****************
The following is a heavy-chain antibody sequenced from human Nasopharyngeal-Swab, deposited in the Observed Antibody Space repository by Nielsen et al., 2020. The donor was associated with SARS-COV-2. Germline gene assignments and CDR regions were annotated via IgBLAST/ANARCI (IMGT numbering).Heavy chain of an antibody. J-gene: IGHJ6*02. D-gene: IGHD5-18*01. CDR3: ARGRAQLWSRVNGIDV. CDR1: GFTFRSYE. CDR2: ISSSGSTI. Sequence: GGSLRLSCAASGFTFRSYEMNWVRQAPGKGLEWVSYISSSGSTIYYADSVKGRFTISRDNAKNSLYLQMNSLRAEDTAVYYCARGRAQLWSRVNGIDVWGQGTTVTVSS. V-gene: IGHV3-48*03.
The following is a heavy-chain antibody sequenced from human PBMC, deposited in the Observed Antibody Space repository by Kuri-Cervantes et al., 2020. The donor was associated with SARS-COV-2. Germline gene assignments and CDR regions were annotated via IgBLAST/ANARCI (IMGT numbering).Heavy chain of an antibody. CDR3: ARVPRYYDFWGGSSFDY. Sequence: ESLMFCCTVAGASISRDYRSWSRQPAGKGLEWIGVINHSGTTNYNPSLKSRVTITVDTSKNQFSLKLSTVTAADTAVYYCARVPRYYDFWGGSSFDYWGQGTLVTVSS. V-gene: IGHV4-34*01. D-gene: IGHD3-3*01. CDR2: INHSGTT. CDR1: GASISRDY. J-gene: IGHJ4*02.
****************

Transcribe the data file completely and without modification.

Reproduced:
The following is a heavy-chain antibody sequenced from human Nasopharyngeal-Swab, deposited in the Observed Antibody Space repository by Nielsen et al., 2020. The donor was associated with SARS-COV-2. Germline gene assignments and CDR regions were annotated via IgBLAST/ANARCI (IMGT numbering).Heavy chain of an antibody. J-gene: IGHJ6*02. D-gene: IGHD5-18*01. CDR3: ARGRAQLWSRVNGIDV. CDR1: GFTFRSYE. CDR2: ISSSGSTI. Sequence: GGSLRLSCAASGFTFRSYEMNWVRQAPGKGLEWVSYISSSGSTIYYADSVKGRFTISRDNAKNSLYLQMNSLRAEDTAVYYCARGRAQLWSRVNGIDVWGQGTTVTVSS. V-gene: IGHV3-48*03.
The following is a heavy-chain antibody sequenced from human PBMC, deposited in the Observed Antibody Space repository by Kuri-Cervantes et al., 2020. The donor was associated with SARS-COV-2. Germline gene assignments and CDR regions were annotated via IgBLAST/ANARCI (IMGT numbering).Heavy chain of an antibody. CDR3: ARVPRYYDFWGGSSFDY. Sequence: ESLMFCCTVAGASISRDYRSWSRQPAGKGLEWIGVINHSGTTNYNPSLKSRVTITVDTSKNQFSLKLSTVTAADTAVYYCARVPRYYDFWGGSSFDYWGQGTLVTVSS. V-gene: IGHV4-34*01. D-gene: IGHD3-3*01. CDR2: INHSGTT. CDR1: GASISRDY. J-gene: IGHJ4*02.